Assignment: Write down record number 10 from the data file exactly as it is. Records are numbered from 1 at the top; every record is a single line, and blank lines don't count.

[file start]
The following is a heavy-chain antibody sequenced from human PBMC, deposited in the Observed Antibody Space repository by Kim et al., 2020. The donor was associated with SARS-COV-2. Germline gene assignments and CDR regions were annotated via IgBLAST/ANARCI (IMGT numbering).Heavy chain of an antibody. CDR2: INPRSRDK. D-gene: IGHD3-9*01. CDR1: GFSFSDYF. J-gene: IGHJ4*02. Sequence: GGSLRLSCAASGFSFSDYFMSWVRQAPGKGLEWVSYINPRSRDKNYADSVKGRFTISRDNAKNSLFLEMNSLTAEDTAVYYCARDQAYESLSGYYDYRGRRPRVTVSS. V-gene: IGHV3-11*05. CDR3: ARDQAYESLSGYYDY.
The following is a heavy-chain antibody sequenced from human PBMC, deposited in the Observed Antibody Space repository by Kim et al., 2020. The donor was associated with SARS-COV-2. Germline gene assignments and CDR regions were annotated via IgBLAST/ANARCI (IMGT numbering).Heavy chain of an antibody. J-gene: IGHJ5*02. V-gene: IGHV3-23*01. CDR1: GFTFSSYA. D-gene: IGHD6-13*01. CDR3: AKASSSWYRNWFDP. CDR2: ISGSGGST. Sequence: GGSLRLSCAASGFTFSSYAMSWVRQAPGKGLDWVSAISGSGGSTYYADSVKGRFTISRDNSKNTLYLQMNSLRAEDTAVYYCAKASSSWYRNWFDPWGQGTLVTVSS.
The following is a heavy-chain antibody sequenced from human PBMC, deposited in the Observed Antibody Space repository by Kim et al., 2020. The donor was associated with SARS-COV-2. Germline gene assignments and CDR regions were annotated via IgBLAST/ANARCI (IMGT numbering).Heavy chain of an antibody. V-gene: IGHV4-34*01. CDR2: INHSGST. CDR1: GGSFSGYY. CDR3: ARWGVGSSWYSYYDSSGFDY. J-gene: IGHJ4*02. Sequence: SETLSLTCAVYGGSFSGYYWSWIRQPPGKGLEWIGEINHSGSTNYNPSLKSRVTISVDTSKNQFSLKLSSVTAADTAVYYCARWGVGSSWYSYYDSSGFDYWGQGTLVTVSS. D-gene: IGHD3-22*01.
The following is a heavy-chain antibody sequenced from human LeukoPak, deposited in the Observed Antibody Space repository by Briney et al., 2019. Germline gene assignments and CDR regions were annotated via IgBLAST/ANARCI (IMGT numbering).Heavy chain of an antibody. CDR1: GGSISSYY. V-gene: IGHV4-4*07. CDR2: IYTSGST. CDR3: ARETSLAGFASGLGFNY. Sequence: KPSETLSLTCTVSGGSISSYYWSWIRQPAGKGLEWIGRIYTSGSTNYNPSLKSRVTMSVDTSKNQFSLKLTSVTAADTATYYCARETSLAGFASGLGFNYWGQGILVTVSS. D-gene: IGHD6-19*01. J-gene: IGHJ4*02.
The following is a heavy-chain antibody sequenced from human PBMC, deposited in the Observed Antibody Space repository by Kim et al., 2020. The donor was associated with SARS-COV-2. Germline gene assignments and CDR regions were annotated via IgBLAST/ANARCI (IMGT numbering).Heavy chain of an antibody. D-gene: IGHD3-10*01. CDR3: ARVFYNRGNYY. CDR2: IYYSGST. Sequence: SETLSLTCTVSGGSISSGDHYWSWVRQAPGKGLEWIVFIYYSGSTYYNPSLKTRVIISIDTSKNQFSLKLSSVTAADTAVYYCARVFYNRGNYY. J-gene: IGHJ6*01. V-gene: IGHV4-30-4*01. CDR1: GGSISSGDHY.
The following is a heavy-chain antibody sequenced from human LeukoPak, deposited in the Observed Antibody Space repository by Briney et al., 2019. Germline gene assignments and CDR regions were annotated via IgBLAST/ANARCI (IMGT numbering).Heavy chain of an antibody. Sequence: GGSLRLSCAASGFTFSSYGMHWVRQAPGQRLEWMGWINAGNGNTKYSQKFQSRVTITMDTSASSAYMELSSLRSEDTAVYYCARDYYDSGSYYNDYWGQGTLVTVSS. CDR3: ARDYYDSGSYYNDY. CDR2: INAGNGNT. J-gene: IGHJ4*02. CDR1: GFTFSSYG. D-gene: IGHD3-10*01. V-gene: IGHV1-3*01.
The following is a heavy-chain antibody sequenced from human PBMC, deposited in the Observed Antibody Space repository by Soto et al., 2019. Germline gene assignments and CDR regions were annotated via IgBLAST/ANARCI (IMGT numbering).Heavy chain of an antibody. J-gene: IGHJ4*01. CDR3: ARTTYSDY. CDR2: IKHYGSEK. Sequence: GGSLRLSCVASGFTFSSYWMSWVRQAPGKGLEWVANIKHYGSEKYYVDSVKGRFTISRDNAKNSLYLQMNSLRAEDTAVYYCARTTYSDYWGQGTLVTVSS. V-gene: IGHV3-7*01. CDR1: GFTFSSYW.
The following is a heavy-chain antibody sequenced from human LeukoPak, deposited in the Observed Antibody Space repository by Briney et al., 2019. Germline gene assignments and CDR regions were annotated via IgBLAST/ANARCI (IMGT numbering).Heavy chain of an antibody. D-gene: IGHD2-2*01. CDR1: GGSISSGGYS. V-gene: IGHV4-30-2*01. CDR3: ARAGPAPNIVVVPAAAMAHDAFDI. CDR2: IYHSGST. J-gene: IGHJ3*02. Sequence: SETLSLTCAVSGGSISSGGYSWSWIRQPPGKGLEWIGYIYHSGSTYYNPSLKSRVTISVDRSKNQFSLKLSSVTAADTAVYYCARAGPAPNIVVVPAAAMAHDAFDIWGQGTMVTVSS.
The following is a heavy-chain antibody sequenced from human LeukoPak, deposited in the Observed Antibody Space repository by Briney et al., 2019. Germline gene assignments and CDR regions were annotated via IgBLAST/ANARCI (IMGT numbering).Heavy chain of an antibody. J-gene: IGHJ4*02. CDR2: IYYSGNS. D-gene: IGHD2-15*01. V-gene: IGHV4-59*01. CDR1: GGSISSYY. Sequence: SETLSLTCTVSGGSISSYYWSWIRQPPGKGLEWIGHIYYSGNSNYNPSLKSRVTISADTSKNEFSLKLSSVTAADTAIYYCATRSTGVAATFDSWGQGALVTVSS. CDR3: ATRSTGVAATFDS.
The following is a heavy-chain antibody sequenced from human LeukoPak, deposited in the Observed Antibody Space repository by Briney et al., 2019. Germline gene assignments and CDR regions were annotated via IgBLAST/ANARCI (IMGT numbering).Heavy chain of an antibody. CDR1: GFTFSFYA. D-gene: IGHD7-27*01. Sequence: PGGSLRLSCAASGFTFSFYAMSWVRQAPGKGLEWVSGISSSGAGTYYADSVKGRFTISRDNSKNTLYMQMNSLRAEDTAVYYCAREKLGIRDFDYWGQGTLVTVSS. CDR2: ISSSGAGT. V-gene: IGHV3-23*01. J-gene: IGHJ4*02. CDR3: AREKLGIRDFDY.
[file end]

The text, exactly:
The following is a heavy-chain antibody sequenced from human LeukoPak, deposited in the Observed Antibody Space repository by Briney et al., 2019. Germline gene assignments and CDR regions were annotated via IgBLAST/ANARCI (IMGT numbering).Heavy chain of an antibody. CDR1: GFTFSFYA. D-gene: IGHD7-27*01. Sequence: PGGSLRLSCAASGFTFSFYAMSWVRQAPGKGLEWVSGISSSGAGTYYADSVKGRFTISRDNSKNTLYMQMNSLRAEDTAVYYCAREKLGIRDFDYWGQGTLVTVSS. CDR2: ISSSGAGT. V-gene: IGHV3-23*01. J-gene: IGHJ4*02. CDR3: AREKLGIRDFDY.